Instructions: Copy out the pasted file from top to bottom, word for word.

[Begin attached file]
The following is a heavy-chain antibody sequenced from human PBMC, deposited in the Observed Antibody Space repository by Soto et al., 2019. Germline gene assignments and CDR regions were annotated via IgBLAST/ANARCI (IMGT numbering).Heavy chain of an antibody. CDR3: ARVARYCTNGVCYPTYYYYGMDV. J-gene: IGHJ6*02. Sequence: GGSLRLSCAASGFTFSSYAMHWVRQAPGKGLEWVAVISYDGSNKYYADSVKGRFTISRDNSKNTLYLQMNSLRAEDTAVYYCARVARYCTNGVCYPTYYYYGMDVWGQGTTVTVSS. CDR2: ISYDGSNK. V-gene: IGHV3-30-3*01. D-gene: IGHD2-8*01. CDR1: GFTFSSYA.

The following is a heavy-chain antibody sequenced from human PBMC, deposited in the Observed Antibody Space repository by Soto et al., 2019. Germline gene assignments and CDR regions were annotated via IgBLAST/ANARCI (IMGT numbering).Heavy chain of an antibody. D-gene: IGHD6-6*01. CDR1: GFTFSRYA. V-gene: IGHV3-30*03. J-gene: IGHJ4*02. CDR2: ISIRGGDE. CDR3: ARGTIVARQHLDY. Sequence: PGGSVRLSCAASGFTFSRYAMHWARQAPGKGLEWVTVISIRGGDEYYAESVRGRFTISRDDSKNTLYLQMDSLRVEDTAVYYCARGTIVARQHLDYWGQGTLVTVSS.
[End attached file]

The following is a heavy-chain antibody sequenced from human PBMC, deposited in the Observed Antibody Space repository by Soto et al., 2019. Germline gene assignments and CDR regions were annotated via IgBLAST/ANARCI (IMGT numbering).Heavy chain of an antibody. CDR3: ARVARYCTNGVCYPTYYYYGMDV. J-gene: IGHJ6*02. Sequence: GGSLRLSCAASGFTFSSYAMHWVRQAPGKGLEWVAVISYDGSNKYYADSVKGRFTISRDNSKNTLYLQMNSLRAEDTAVYYCARVARYCTNGVCYPTYYYYGMDVWGQGTTVTVSS. CDR2: ISYDGSNK. V-gene: IGHV3-30-3*01. D-gene: IGHD2-8*01. CDR1: GFTFSSYA.

The following is a heavy-chain antibody sequenced from human PBMC, deposited in the Observed Antibody Space repository by Soto et al., 2019. Germline gene assignments and CDR regions were annotated via IgBLAST/ANARCI (IMGT numbering).Heavy chain of an antibody. D-gene: IGHD6-6*01. CDR1: GFTFSRYA. V-gene: IGHV3-30*03. J-gene: IGHJ4*02. CDR2: ISIRGGDE. CDR3: ARGTIVARQHLDY. Sequence: PGGSVRLSCAASGFTFSRYAMHWARQAPGKGLEWVTVISIRGGDEYYAESVRGRFTISRDDSKNTLYLQMDSLRVEDTAVYYCARGTIVARQHLDYWGQGTLVTVSS.